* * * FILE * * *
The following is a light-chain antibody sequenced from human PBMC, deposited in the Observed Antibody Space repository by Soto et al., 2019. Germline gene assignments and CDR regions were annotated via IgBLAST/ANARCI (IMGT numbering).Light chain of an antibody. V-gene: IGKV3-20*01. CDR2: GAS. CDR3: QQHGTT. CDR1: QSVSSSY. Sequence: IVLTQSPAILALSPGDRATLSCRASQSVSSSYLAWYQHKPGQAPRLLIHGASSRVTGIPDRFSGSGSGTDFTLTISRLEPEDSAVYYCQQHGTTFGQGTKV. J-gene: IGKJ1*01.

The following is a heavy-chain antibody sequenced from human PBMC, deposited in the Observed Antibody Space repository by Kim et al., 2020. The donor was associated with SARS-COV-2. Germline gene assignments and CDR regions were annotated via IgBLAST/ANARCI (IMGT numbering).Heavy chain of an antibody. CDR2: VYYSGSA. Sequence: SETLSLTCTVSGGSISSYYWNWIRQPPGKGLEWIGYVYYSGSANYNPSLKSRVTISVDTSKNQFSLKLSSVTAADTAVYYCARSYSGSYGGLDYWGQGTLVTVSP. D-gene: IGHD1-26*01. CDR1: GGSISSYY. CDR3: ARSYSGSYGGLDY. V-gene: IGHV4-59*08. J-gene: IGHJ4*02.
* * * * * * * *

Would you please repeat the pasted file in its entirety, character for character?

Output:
The following is a light-chain antibody sequenced from human PBMC, deposited in the Observed Antibody Space repository by Soto et al., 2019. Germline gene assignments and CDR regions were annotated via IgBLAST/ANARCI (IMGT numbering).Light chain of an antibody. V-gene: IGKV3-20*01. CDR2: GAS. CDR3: QQHGTT. CDR1: QSVSSSY. Sequence: IVLTQSPAILALSPGDRATLSCRASQSVSSSYLAWYQHKPGQAPRLLIHGASSRVTGIPDRFSGSGSGTDFTLTISRLEPEDSAVYYCQQHGTTFGQGTKV. J-gene: IGKJ1*01.

The following is a heavy-chain antibody sequenced from human PBMC, deposited in the Observed Antibody Space repository by Kim et al., 2020. The donor was associated with SARS-COV-2. Germline gene assignments and CDR regions were annotated via IgBLAST/ANARCI (IMGT numbering).Heavy chain of an antibody. CDR2: VYYSGSA. Sequence: SETLSLTCTVSGGSISSYYWNWIRQPPGKGLEWIGYVYYSGSANYNPSLKSRVTISVDTSKNQFSLKLSSVTAADTAVYYCARSYSGSYGGLDYWGQGTLVTVSP. D-gene: IGHD1-26*01. CDR1: GGSISSYY. CDR3: ARSYSGSYGGLDY. V-gene: IGHV4-59*08. J-gene: IGHJ4*02.